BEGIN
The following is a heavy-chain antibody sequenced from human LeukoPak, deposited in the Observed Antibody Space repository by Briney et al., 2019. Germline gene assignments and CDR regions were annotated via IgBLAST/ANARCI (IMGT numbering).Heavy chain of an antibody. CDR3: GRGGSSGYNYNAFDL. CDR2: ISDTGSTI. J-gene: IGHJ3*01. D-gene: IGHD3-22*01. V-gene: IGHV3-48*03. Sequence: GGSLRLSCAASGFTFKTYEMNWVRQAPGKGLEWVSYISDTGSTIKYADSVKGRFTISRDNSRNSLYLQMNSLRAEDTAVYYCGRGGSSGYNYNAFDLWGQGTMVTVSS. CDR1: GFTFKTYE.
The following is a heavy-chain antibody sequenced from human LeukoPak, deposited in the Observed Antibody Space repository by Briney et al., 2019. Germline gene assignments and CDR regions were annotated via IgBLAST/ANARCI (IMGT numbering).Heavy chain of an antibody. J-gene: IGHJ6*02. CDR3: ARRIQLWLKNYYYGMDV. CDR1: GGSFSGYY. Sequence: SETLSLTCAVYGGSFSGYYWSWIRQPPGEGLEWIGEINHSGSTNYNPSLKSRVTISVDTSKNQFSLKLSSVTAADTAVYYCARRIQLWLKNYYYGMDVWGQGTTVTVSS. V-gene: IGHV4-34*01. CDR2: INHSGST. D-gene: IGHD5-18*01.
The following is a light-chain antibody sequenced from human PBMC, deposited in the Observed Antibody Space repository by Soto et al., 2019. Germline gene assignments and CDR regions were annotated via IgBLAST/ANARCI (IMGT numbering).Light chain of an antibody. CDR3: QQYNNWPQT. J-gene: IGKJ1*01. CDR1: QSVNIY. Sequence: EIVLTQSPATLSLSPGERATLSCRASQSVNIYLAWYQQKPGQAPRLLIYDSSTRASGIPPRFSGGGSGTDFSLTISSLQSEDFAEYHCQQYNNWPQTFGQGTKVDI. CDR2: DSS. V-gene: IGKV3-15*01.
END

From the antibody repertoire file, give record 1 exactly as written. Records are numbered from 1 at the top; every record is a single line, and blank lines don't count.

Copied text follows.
The following is a heavy-chain antibody sequenced from human LeukoPak, deposited in the Observed Antibody Space repository by Briney et al., 2019. Germline gene assignments and CDR regions were annotated via IgBLAST/ANARCI (IMGT numbering).Heavy chain of an antibody. CDR3: GRGGSSGYNYNAFDL. CDR2: ISDTGSTI. J-gene: IGHJ3*01. D-gene: IGHD3-22*01. V-gene: IGHV3-48*03. Sequence: GGSLRLSCAASGFTFKTYEMNWVRQAPGKGLEWVSYISDTGSTIKYADSVKGRFTISRDNSRNSLYLQMNSLRAEDTAVYYCGRGGSSGYNYNAFDLWGQGTMVTVSS. CDR1: GFTFKTYE.